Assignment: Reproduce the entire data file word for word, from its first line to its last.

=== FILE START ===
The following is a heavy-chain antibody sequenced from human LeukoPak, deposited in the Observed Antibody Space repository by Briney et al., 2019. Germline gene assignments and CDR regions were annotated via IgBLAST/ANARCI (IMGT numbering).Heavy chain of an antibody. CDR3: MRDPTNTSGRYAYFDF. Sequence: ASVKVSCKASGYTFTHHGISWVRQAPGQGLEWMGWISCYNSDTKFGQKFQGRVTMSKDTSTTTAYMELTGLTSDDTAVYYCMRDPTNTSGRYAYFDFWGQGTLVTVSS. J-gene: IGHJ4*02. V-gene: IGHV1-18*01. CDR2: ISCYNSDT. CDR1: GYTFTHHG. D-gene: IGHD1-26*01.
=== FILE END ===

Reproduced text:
The following is a heavy-chain antibody sequenced from human LeukoPak, deposited in the Observed Antibody Space repository by Briney et al., 2019. Germline gene assignments and CDR regions were annotated via IgBLAST/ANARCI (IMGT numbering).Heavy chain of an antibody. CDR3: MRDPTNTSGRYAYFDF. Sequence: ASVKVSCKASGYTFTHHGISWVRQAPGQGLEWMGWISCYNSDTKFGQKFQGRVTMSKDTSTTTAYMELTGLTSDDTAVYYCMRDPTNTSGRYAYFDFWGQGTLVTVSS. J-gene: IGHJ4*02. V-gene: IGHV1-18*01. CDR2: ISCYNSDT. CDR1: GYTFTHHG. D-gene: IGHD1-26*01.